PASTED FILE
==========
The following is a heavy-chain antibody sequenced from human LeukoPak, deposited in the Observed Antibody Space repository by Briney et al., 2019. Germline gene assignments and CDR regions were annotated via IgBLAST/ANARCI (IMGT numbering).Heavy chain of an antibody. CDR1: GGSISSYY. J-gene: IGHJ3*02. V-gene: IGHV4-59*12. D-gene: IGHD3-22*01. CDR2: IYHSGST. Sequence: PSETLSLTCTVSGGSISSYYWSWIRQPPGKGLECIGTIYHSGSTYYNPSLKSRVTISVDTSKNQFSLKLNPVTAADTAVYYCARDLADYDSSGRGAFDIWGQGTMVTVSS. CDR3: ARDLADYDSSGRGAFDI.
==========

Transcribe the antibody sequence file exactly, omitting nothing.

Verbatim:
The following is a heavy-chain antibody sequenced from human LeukoPak, deposited in the Observed Antibody Space repository by Briney et al., 2019. Germline gene assignments and CDR regions were annotated via IgBLAST/ANARCI (IMGT numbering).Heavy chain of an antibody. CDR1: GGSISSYY. J-gene: IGHJ3*02. V-gene: IGHV4-59*12. D-gene: IGHD3-22*01. CDR2: IYHSGST. Sequence: PSETLSLTCTVSGGSISSYYWSWIRQPPGKGLECIGTIYHSGSTYYNPSLKSRVTISVDTSKNQFSLKLNPVTAADTAVYYCARDLADYDSSGRGAFDIWGQGTMVTVSS. CDR3: ARDLADYDSSGRGAFDI.